43 Public-Private Partnerships or PPPs must indeed become part of our education reform effort. Public-Private Partnerships or PPPs must indeed become part of our education reform effort. As PBEd and others stakeholders of private education has done, FAPE also commits to facilitating, encouraging, initiating and seeing through such partnerships. As PBEd and others stakeholders of private education has done, FAPE also commits to facilitating, encouraging, initiating and seeing through such partnerships.

44 EXTRA SLIDES

45 OPPORTUNITIES FOR PPP EXPANSION GASTPE / Expanded ESC K to 12 Senior High School PPP Schemes

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48 2013 GASTPE Budget Php 7.0 billion in 2013 vs Php 6.3 billion in budget sufficient for 1 million grantees. Source: Usec Varela’s PPt Presentation: “Enriching PPP in Education”

49 Issues in the GASTPE Expansion Demand vs. Supply Issues Distribution among schools Appropriate grantee selection process Will it increase enrollment in private schools? Source: Usec Varela’s PPt Presentation: “Enriching PPP in Education”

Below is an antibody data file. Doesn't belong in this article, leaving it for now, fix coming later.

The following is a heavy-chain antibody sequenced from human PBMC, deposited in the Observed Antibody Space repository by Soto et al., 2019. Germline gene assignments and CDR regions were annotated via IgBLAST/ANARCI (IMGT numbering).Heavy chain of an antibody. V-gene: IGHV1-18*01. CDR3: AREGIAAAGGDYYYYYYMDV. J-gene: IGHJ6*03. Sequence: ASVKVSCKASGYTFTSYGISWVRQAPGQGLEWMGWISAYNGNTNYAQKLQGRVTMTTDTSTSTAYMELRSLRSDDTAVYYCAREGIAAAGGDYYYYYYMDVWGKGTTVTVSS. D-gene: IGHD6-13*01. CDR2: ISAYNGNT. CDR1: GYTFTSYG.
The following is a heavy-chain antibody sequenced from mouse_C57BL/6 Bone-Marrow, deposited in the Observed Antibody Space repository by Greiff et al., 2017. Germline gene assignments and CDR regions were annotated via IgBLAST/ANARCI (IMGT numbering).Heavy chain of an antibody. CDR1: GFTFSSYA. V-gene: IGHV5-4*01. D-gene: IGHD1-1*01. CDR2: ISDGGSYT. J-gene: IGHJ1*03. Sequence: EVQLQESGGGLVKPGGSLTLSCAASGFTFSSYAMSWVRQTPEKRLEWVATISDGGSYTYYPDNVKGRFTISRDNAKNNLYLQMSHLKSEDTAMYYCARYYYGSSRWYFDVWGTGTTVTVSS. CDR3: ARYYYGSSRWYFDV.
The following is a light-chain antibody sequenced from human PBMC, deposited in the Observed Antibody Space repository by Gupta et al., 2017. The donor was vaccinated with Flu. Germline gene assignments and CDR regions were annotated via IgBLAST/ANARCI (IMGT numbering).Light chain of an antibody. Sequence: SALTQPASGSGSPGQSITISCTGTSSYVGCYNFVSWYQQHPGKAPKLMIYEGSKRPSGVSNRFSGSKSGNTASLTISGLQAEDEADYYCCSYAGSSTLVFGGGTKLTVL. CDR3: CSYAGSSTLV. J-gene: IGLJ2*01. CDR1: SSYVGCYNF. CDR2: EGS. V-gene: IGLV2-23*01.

50 Government Objectives in Expanding GASTPE Decongest public schools Minimize cost of expanding education services Improve quality of education for beneficiaries Improve quality of education for non- beneficiaries by improving conditions in the public schools. Source: Usec Varela’s PPt Presentation: “Enriching PPP in Education”

51 Wrong Grantee Selection Will Not Help Private Schools Inappropriate grantees are those students who would have enrolled in a private school, even without government subsidy. If subsidy is given to these students, the enrollment in private schools will not increase. The revenue to the school will remain the same. Gov’t subsidy will be enjoyed by private households. Source: Usec Varela’s PPt Presentation: “Enriching PPP in Education”